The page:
A 14-year-old female presents for a routine sports physical. She is a long-time patient of your practice and has been previously healthy, to include normal growth and development and onset of menses at 12 years of age. Her height is at the 75th percentile and weight at the 65th percentile, both leveling off over the last 12 months. On exam you notice a mass in her anterior neck, midway between her chin and clavicles, about 1 cm off the midline to the left. The mass is about 1.5 cm in greatest dimension. On the same side, you palpate lymph nodes along the anterior edge as well as posterior to her sternocleidomastoid. The midline mass moves with swallowing and none of these lesions are painful. You do not feel any mass on the right, however, you palpate several smaller lymph nodes under the angle of her jaw. The remainder of her exam is normal.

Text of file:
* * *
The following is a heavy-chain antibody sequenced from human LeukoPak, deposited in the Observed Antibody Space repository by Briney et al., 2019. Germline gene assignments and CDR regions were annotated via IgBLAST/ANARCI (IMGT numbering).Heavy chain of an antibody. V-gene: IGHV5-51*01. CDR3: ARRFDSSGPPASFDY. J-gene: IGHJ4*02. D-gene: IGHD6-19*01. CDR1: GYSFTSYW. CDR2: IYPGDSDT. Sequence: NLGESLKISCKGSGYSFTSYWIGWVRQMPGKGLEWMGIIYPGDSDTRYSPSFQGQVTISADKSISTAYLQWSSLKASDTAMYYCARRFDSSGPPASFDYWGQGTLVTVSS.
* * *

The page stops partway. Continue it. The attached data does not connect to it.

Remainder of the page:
The family is surprised by your findings. On more directed questioning she is asymptomatic, denies weight loss, night sweats, hoarseness, and dysphagia. She has not traveled recently and has no new pets at home. There are no cancers with increased incidence in the family. Her last exam for an acute illness about 6 months ago did not document similar findings.
Have you figured out this issue's diagnosis? Submit it below. The first person with the correct answer will be recognized in the next issue of Children's Doctor.
Congratulations to Theodore S. Tapper, MD, of Philadelphia, Pa, for sending in the first correct answer to last issue’s challenge. The correct answer was neuroblastoma, the topic of the first article in this issue.